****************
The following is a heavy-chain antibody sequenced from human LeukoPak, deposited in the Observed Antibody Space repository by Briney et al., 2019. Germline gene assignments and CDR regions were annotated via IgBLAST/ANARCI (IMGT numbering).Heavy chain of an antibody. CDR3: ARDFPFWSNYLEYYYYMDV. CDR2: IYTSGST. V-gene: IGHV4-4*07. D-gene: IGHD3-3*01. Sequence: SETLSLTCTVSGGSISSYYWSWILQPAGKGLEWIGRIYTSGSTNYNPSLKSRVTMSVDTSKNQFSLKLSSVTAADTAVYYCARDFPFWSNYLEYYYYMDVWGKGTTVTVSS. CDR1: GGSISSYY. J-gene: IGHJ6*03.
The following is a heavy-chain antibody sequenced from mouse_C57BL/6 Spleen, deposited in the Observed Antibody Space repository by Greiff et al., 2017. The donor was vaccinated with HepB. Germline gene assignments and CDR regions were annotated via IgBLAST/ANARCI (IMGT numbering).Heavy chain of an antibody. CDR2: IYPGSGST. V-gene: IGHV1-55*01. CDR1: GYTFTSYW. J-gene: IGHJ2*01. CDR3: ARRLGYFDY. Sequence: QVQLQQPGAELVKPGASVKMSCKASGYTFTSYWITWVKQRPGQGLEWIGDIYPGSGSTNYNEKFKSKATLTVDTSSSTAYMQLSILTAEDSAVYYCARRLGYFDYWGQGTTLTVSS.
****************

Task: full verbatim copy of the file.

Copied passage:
The following is a heavy-chain antibody sequenced from human LeukoPak, deposited in the Observed Antibody Space repository by Briney et al., 2019. Germline gene assignments and CDR regions were annotated via IgBLAST/ANARCI (IMGT numbering).Heavy chain of an antibody. CDR3: ARDFPFWSNYLEYYYYMDV. CDR2: IYTSGST. V-gene: IGHV4-4*07. D-gene: IGHD3-3*01. Sequence: SETLSLTCTVSGGSISSYYWSWILQPAGKGLEWIGRIYTSGSTNYNPSLKSRVTMSVDTSKNQFSLKLSSVTAADTAVYYCARDFPFWSNYLEYYYYMDVWGKGTTVTVSS. CDR1: GGSISSYY. J-gene: IGHJ6*03.
The following is a heavy-chain antibody sequenced from mouse_C57BL/6 Spleen, deposited in the Observed Antibody Space repository by Greiff et al., 2017. The donor was vaccinated with HepB. Germline gene assignments and CDR regions were annotated via IgBLAST/ANARCI (IMGT numbering).Heavy chain of an antibody. CDR2: IYPGSGST. V-gene: IGHV1-55*01. CDR1: GYTFTSYW. J-gene: IGHJ2*01. CDR3: ARRLGYFDY. Sequence: QVQLQQPGAELVKPGASVKMSCKASGYTFTSYWITWVKQRPGQGLEWIGDIYPGSGSTNYNEKFKSKATLTVDTSSSTAYMQLSILTAEDSAVYYCARRLGYFDYWGQGTTLTVSS.